Enterprise information security practitioners know better than to be seduced by over-hyped threats.
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In the early days of 2011, mobile device attacks seem to be an emerging threat everybody wants to talk about. Cisco Systems Inc.'s 2010 Annual Security Report predicts attackers will increasingly target smartphones, tablets and other mobile devices that are making their way onto enterprise networks. Similarly, IBM predicts rising mobile threats because of the difficulty companies have extending their endpoint security management capabilities to mobile devices.
Many have long predicted a rise in mobile threats, and yet the attack landscape has changed only marginally. This is no doubt causing many to disregard the recent mobile security warnings. However, a word to the wise: Don't be fooled by what may seem to be another round of mobile threat hype, because there are key changes taking place this year that will make mobile device security a weakness to address.
Lisa Phifer, president of Chester Springs, Pa.-based security consultancy Core Competence Inc., said mobile malware in particular has been more hype than substance for many years, but the industry is on the precipice of a tipping point that could lead to some major, well-publicized mobile security incidents in 2011.
It used to be that mobile devices weren't lucrative targets for attackers because building malware for a single platform didn't bring enough potential victims, and altering that malware for use on multiple mobile platforms wasn't technically feasible or cost-effective. Not anymore.
"Actually, the attack surface is increasingly homogenous," Phifer said. "Now with Android and iOS, we have wildly popular and increasingly full-featured SDK APIs that make crafting code for a slew of handsets comparatively trivial."
Furthermore, Phifer noted that while overall sales of mobile devices of all types has skyrocketed in recent years, market share data from Canalys and NPD Group Inc. indicates that nearly seven out of every 10 mobile devices sold in the U.S. during Q3 2010 ran on either the iOS or Android platforms.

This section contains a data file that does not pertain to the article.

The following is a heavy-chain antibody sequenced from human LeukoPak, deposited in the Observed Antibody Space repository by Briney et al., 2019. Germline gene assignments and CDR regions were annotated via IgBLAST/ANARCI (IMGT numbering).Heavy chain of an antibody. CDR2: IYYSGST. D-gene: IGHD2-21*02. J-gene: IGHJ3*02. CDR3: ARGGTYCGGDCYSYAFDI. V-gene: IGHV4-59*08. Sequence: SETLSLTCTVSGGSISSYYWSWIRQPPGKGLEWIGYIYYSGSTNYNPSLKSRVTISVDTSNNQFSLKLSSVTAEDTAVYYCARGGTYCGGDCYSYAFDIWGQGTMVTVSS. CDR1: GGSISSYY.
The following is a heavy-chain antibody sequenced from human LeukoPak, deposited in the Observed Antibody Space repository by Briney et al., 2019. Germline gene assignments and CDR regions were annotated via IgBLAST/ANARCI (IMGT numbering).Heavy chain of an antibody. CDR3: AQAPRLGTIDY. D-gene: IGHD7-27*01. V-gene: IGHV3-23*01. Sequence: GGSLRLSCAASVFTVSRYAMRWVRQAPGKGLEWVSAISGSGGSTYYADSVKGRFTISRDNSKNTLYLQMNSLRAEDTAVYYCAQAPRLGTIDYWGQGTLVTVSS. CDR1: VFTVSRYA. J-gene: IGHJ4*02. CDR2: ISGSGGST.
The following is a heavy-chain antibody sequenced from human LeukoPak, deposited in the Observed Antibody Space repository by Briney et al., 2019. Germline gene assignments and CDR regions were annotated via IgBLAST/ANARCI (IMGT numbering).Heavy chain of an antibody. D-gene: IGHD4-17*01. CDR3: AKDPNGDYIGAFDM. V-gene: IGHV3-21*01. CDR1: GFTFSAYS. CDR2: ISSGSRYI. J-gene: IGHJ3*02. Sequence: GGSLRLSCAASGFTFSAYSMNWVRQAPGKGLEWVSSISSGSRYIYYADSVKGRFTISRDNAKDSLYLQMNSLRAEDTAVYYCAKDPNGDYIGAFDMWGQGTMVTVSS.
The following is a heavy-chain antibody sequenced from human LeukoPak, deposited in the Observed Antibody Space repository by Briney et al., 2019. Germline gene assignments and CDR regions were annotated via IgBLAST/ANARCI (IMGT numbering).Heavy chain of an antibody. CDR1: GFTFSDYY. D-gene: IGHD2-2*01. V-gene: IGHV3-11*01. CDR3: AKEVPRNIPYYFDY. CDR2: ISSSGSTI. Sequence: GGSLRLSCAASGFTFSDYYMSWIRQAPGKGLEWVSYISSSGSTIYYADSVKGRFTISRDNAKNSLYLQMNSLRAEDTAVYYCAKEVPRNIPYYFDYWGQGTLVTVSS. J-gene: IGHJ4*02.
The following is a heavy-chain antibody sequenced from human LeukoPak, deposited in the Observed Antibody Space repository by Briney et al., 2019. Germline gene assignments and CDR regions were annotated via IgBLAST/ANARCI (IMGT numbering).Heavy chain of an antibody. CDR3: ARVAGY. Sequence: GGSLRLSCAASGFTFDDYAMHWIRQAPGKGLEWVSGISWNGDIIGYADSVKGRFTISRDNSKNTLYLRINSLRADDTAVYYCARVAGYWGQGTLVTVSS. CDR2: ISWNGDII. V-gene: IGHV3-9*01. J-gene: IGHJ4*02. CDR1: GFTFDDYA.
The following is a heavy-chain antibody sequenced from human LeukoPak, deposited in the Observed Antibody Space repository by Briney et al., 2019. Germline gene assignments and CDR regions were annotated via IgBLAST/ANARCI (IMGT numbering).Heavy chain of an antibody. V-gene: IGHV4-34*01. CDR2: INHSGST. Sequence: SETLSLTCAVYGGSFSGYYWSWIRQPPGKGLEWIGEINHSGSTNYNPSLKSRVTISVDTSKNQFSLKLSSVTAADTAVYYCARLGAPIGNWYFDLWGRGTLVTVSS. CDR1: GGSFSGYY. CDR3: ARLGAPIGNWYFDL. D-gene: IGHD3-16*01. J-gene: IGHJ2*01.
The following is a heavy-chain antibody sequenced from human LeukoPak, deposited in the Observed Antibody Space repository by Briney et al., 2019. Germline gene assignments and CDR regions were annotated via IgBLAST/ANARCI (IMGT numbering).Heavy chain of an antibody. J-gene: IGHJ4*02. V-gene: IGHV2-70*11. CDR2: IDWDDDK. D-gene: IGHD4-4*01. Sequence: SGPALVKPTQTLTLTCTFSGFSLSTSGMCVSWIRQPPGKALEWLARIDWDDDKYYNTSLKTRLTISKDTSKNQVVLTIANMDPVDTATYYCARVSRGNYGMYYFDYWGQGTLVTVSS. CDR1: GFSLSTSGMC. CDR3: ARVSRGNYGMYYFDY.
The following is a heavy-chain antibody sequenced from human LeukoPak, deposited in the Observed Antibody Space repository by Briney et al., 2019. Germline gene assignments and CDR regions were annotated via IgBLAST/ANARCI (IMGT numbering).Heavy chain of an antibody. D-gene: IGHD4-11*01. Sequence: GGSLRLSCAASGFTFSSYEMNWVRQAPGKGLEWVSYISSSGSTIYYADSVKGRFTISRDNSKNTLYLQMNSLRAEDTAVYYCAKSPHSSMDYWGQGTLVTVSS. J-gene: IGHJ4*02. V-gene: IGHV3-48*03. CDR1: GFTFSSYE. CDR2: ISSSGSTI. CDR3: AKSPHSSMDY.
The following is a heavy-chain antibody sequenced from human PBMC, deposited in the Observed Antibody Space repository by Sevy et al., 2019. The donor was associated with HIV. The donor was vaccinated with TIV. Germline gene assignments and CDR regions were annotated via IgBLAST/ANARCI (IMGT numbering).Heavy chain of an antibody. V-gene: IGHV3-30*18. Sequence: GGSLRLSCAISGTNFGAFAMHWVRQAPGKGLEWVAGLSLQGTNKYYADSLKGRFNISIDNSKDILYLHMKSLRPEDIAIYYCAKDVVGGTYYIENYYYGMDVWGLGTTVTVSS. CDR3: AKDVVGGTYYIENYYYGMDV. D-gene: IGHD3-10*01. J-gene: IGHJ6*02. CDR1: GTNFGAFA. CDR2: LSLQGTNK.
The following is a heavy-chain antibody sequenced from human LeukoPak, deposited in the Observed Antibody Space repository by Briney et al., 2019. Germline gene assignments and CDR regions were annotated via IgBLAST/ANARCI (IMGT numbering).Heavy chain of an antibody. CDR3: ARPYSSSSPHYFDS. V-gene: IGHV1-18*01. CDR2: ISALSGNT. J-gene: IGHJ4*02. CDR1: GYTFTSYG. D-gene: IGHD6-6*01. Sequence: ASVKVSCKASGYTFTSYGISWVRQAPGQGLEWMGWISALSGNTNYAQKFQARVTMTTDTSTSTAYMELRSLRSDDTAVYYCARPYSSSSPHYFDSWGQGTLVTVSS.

"I see this as creating a large, homogenous (two OS) attack surface that is -- better yet for malware writers -- largely unprotected by traditional endpoint security measures like antivirus, antispam and antiphishing," Phifer said.
Another underestimated lure for attackers is the increasing use of mobile devices as a second factor of authentication for enterprise systems, said Nick Lewis, an information security analyst for a large public Midwest university and SearchSecurity.com's expert-in-residence on information security threats.
"If malware can take over your second authentication factor," Lewis said, "that increases the potential for abuse of the authentication." He added that if mobile payment via handhelds becomes popular in the U.S. as it is in other countries, it could further drive attacks against mobile devices.
Still, Lewis acknowledged that, once again, the threat to mobile devices may be over-hyped, as most of the recent mobile exploit research lacks fundamentally new or innovative concepts. Plus, many newer mobile devices interact with data via apps that store that data in the cloud, not on the device itself. The biggest threat to mobile devices, he said, remains physical theft or loss of a device, which can often be countered with a PIN or other basic security.
Time will soon tell whether this latest round of mobile device security hype proves to be more than that. But for now, what's the takeaway? As Phifer said, expect a wave of new mobile device attacks, and "quite possibly [there are] incidents that are already underway, but we just haven't detected them yet."
About the author:
Eric B. Parizo is senior site editor of TechTarget's Security Media Group. His rants can also be heard on SearchSecurity.com's Security Squad podcast.